By John Upton
Large, old trees sporting gaping holes in their trunks are like empty nesters who open their homes and hearts to foster kids, or to help raise grandchildren.
Tree cavities provide homes for all manner of life, including mushrooms, birds, bats and possums. They can provide respite from squalls and from scorching or freezing temperatures, sculpting microenvironments and boosting biodiversity.
But these holes are disappearing.
Tree holes normally arise over painstakingly long periods, sometimes with the assistance of woodpeckers, termites or fungus. They are most commonly found in the most senior members of a tree stand. Sometimes, cavity-pocked trees are dead trees that remain standing for decades.
Scientists warn that climate change, logging and other human activities are prematurely felling the world’s oldest trees, taking their cavities down with them. Droughts and intense fires are taking heavy tolls.
“The loss is global,” warned a team of foresters and other scientists in a paper published Friday in the online journal PLOS ONE.
“Many ecosystems worldwide are increasingly characterized by the rapid loss of large trees with cavities, a failure to recruit new trees with cavities, or both,” the scientists wrote. “Many kinds of human disturbances cause this problem, including recurrent logging, altered fire regimes, grazing by domestic livestock, and the impacts of exotic plants.”
The scientists monitored populations of Eucalytpus trees in the southeastern Australian state of Victoria, some of which were growing in areas hit hard during unprecedented bushfires in 2009 that killed 173 people. They found an alarming decline in the number of cavity-bearing specimens.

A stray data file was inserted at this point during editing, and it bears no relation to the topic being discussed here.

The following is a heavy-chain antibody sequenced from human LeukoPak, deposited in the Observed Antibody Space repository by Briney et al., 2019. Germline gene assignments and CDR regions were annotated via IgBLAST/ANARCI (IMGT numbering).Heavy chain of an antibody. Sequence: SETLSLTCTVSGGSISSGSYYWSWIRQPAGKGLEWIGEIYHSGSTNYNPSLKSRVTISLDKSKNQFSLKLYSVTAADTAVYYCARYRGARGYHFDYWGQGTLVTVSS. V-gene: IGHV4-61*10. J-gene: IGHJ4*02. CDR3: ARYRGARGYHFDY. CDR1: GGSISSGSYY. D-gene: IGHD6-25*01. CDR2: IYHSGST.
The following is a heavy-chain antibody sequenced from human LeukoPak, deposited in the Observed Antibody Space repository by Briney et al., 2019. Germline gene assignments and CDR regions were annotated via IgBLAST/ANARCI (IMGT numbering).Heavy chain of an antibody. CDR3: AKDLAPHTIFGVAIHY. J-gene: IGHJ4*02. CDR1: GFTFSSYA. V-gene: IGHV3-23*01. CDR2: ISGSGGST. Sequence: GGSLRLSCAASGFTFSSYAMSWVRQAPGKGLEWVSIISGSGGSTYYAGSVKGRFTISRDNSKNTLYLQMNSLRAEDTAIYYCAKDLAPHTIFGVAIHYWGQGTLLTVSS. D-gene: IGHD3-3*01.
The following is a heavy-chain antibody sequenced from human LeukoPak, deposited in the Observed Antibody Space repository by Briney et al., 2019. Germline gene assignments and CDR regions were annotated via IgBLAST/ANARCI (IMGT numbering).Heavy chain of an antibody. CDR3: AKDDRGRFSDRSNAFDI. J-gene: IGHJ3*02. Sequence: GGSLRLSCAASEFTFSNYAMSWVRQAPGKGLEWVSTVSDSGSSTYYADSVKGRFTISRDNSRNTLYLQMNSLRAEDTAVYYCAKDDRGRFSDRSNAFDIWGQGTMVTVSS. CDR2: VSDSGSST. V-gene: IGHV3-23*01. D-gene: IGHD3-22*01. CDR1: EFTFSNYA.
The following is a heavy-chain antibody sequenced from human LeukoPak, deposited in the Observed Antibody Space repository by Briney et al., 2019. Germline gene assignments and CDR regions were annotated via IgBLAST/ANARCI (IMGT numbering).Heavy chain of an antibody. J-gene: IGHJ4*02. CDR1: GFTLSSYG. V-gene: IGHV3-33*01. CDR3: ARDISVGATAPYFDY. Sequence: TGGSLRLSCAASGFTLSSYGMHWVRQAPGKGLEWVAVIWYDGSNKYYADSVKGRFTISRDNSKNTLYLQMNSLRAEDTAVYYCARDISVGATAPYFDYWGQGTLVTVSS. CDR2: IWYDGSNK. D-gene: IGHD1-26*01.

In areas severely impacted by fires, the number of cavity-bearing trees declined from 138 in 2006 to 42 in 2012, greatly diminishing the number of holes available for use by Leadbeater’s possums and other creatures. But the losses were also staggering in areas unaffected by fire: The number of cavity-bearing trees in these areas fell from 414 in 1997 to 159 in 2011.
“There was a heat-induced, drought-induced mortality spike in the deaths of large trees,” lead researcher David Lindenmayer of the Australian National University told me in an email. “These kinds of findings are seen in many kinds of forests worldwide.”
Perhaps even more alarmingly, during this period of disappearing holes, not a single new tree cavity was formed in the study area during the entire 15 years of research. It’s as if hundreds of homes were razed but no new ones were built to replace them.